On mushrooms

Yesterday, I found an old skirt which had little pictures of mushrooms all over it and so I wrote about mushrooms for my Nanny Rhino. I am going to share my mushroom chat with you as I wrote ten thousand words yesterday catching up on the days I missed with Nanny Rhino so I am all written out for a day or so.

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There are so many things to do and places to go with mushrooms that it’s hard to know where to start. I’d love to start in Rome, where any restaurant worth it’s salt would be proudly displaying a wooden crate of porcini mushrooms on one of its tables outside. Since this visit and my mass consumption of the fantastic porcini mushrooms, I am struggling with eating them here as they are all of the dried variety, which was fine and nice and lovely, until I saw the fresh ones in Italy. Now I feel differently about dried porcini. I feel a bit sad for them as they are trapped there on the shelf, in a little jar, moisture-less. Without any fresh porcini of my own, I am simply not eating porcini mushrooms. It is a sad state of affairs. Dried porcini are great for risottos though, as you can use the soaking liquids to hydrate your rice. It’s still not quite the same though, is it?

 

My next favourite mushroom is probably an oyster mushroom as I love their shape and texture. I love how wild and uncouth they look, all misshapen and not at all uniform like their little cousins, the button mushrooms. The problem with this could be that people may mistake your oyster mushrooms in your stir fry for a slab of fat off the meat (as happened to me when making a duck stir-fry), so it’s your decision whether you want to run the risk of being thought of as a ‘fat-cooker’.

 

Shiittake are my next favourite, for similar reasons to the oyster mushroom. It is kind of irregular and a dark mysterious colour. They have a great flavour that I love cooking with beef in a stir-fry.

 

Enoki mushrooms, so long and thin and tiny are great for throwing into dishes last minute, for an extra bit of flavour. Their size means they don’t need much cooking before they soften and taste lovely. I love putting them onto a pizza last minute before quickly oven baking it as it adds another element to something with relatively few ingredients.

 

Next we have the portobello and the chestnut mushrooms, larger, meatier and better for roasting than their smaller counterparts. They can also hold their own quite well in a pie or vegetarian lasagne with spinach and ricotta.

 

Lastly we have the humble button mushroom, great for general use, fabulous fried in a breakfast, but with less of the qualities that draw me so well to the other mushrooms.

 

Actually, I have a less-than-fantastic memory connected to a portobello mushroom. I was seeing a guy for a few months and we could both see that things were in steady decline. In the height of our excitement while things were great, though, we had booked tickets to go to a literature festival somewhere in the countryside. The ticket had been quite expensive and I had booked the day off work so I was reluctant to give it up. Also the gentleman in question didn’t seem that keen on letting the relationship go, although I knew he knew it was over.

 

He was all up for driving there and giving me a lift and acting like things were fine so I took the lift, slept all the way there and planned other similar tactics of avoidance once there. I thought I’d just potter off and get lost in the crowds. He wasn’t so easy to shake though. It took him hours to finally say he fancied seeing something he didn’t think I’d like and wandering off in the other direction.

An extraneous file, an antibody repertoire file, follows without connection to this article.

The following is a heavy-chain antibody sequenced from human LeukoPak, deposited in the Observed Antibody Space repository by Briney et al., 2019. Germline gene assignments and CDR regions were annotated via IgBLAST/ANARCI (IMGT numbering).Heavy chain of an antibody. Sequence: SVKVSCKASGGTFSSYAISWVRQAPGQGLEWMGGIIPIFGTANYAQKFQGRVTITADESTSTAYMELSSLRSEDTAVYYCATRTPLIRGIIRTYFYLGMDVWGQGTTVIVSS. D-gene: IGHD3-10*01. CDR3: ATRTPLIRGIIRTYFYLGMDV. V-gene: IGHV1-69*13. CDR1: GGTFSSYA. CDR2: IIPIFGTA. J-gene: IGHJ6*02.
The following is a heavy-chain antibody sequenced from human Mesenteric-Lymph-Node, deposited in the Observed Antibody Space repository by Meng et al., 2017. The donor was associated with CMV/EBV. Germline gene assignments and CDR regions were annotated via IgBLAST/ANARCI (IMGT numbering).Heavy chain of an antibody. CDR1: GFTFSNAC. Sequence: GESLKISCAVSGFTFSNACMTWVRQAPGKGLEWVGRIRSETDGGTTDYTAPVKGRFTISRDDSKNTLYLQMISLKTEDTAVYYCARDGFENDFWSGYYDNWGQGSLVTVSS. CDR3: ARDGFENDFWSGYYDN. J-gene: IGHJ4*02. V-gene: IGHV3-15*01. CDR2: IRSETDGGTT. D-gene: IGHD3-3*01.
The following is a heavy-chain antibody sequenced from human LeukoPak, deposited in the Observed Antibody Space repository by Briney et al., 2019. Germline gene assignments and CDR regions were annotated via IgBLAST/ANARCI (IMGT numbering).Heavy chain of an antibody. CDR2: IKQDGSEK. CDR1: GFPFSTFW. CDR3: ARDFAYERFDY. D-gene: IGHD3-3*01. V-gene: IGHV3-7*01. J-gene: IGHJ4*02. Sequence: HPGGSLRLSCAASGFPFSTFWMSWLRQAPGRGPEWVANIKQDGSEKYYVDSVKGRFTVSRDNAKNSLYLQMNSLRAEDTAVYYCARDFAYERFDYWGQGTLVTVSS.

I found the furthest away corner and went for a long walk among the trees, where none of the fun was happening. I saw a group of people open water swimming and got chatting and generally just soaked up the lovely day. I eventually got back into the foray of people and book stalls and performances and fun and watched an old work colleague doing performance poetry. Here, I had solace. Should the gentleman wander along and want to sit down, I could say I was busily engaged in supporting my friend and paying attention to his performance and apologies but I wasn’t able to have a chat right now. The gentleman did not appear though and the next performer was hilarious so I stayed there. At one of the food stands nearby, I ordered an amazing portobello mushroom burger with halloumi cheese and red pepper. I sat down with my burger, deep in thoughts about life and this tasty mushroom burger. It was such a great moment, there, sitting on the ground, with people milling about, books in hands, intelligent discussion being had all around me, a performer on a little stage not far away and these beautiful purple flowers lining a little garden wall to my left.

 

That’s when the gentleman came along, greeted me in surprise and sat down next to me, ruining my moment. My excuses for silence were none, apart from the tasty mushroom burger in my hands, which required all of my attention. We were stuck together again then, for the rest of the afternoon, until it all became too painfully obvious and, in a quiet late afternoon moment, sitting on the grass, he fell asleep and I sneaked away, got my bag and headed for the nearest main road to find a train station and scarper off back home, away from this awful awkwardness that I should never have embarked upon in the first place.

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5 responses to this post.

  1. Portobello mushrooms are my favorite. Like you wrote, they’re perfect for roasting!

    Reply

  2. I may get myself in hot water here, but, um, did you at least let the gentleman know that he need not take you home? If it was me, I would be going frantic trying to find you to go home even if it was over because I brought you.
    Scott

    Reply

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